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Thread: Sodium Fluoride

  1. Default

    It's probably best not take sodium fluoride as it can be toxic if over done. I think you will find that sodium fluoride is associated with tooth emamel and is usually in the tap water you drink.

    - - - Updated - - -

    It's probably best not take sodium fluoride as it can be toxic if over done. I think you will find that sodium fluoride is associated with tooth emamel and is usually in the tap water you drink.


    http://www.chessrivals.net/
    Last edited by abbas ali; 01-07-2016 at 04:54 AM.

  2. #12

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    Choosing to take medication is always a balancing act between risks and rewards. While "a select few" are recommending fluoride treatment to slow the "ALWAYS" progressive changes otosclerosis brings, very little evidence exists to support the benefits.

    There is however stacks and stacks of science that says taking fluoride is very bad, on a holistic level for our bodies. Perhaps you should be asking your health professionals for a list of RISKS involved in taking fluoride treatments instead of the benefits.

    Otosclerosis creates one of the better types of hearing loss, as it's completing conductive in nature. When your thresholds at 250, 500 and 1000 Hz are below 50 dB I recommend either RIC or Open-Fit Hearing Aids. When your thresholds are 55dB or greater, I recommend CIC hearing aids with very large venting.

    Think twice before you start taking explorative medications, especially for treating otosclerosis. You will not reverse otosclerosis with medication, nor will you change the treatment you SHOULD be seeking; which is hearing aids and/or surgery.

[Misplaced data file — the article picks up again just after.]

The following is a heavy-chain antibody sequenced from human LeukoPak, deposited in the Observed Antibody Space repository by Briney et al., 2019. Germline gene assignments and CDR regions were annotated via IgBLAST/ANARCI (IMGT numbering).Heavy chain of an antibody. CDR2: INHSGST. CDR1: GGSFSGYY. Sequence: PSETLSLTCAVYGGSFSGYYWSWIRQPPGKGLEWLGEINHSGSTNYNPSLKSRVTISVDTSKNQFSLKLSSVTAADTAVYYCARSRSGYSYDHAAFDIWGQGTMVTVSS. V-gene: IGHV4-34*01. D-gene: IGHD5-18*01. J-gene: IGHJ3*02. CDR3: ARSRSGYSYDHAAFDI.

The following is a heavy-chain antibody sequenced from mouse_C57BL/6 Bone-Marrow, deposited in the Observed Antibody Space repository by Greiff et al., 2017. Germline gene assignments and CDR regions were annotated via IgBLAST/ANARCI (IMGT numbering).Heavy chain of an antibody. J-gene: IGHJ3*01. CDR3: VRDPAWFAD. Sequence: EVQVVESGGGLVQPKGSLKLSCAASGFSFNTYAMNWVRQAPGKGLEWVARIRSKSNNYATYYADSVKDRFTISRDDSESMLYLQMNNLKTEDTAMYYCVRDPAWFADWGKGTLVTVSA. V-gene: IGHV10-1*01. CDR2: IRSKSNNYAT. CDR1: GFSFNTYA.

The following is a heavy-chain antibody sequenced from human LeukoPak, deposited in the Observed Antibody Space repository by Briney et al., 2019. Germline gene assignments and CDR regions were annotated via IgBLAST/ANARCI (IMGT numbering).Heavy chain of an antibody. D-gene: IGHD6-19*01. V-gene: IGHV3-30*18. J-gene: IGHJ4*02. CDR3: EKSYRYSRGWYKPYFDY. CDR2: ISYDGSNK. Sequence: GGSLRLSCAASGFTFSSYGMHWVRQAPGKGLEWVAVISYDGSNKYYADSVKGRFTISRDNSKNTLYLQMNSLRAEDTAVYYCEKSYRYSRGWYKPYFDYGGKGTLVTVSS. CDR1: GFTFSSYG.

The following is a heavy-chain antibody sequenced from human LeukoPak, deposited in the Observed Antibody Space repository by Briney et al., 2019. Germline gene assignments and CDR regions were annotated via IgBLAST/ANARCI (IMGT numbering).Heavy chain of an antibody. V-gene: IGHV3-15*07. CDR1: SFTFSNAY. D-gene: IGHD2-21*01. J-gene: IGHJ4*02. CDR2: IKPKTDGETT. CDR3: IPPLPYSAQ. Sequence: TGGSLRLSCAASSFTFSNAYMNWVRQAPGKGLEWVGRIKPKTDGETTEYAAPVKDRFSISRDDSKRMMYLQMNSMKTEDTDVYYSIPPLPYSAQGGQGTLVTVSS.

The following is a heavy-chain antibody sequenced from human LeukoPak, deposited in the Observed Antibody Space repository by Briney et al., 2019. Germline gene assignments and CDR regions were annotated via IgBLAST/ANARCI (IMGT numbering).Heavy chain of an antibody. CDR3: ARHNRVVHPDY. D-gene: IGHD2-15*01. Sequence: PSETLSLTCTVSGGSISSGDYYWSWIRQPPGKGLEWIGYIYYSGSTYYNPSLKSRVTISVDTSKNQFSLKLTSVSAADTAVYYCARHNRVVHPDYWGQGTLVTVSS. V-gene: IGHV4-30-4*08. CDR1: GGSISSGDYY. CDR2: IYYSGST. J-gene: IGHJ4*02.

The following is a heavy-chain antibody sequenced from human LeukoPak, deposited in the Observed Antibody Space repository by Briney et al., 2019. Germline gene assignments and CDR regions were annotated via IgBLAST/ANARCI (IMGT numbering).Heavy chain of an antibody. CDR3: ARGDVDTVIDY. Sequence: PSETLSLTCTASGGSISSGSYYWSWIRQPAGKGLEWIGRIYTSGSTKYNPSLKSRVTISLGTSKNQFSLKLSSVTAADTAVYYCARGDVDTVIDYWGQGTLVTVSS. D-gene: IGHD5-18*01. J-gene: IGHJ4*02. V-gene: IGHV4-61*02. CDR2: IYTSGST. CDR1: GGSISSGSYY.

Thanks,
    Jeffrey David
    Quote Originally Posted by ebayFANhearing View Post
    I have read it before and read it here, that Sodium fluoride can be a treatment for Otosclerosis. Could someone explain how is this treatment done? Is it a prescription drug? How much did it help you?

    Thanks

  3. #13
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    Quote Originally Posted by Jeffrey David View Post
    Choosing to take medication is always a balancing act between risks and rewards. While "a select few" are recommending fluoride treatment to slow the "ALWAYS" progressive changes otosclerosis brings, very little evidence exists to support the benefits.

    There is however stacks and stacks of science that says taking fluoride is very bad, on a holistic level for our bodies. Perhaps you should be asking your health professionals for a list of RISKS involved in taking fluoride treatments instead of the benefits.

    Otosclerosis creates one of the better types of hearing loss, as it's completing conductive in nature. When your thresholds at 250, 500 and 1000 Hz are below 50 dB I recommend either RIC or Open-Fit Hearing Aids. When your thresholds are 55dB or greater, I recommend CIC hearing aids with very large venting.

    Think twice before you start taking explorative medications, especially for treating otosclerosis. You will not reverse otosclerosis with medication, nor will you change the treatment you SHOULD be seeking; which is hearing aids and/or surgery.

    Thanks,
    Jeffrey David
    Jeffrey;

    I'm wondering where you are obtaining your information from? From everything I've read and heard, otosclerosis is not ALWAYS conductive in nature. It usually starts out with a low frequency conductive loss with a progressive conductive loss that eventually extends into the higher frequencies. However, in many people, it also progresses to the inner ear causing damage to the cochlea itself, which then creates sensorineural hearing loss, which isn't surgically correctable. All 3 ENTs I've seen, including two neurotologists, have confirmed this, as have countless peer-reviewed journal articles. In fact, since being diagnosed with it, I've personally met one person who now has a severe-to-profound bilateral sensorineural hearing loss due to otosclerosis, so to say it's only conductive hearing loss that occurs in this disease isn't accurate. Granted, I'm not an ENT, otologist, or medical doctor so I'm certainly not an expert, but I am a medical professional who is very well versed in reading and interpreting journal articles.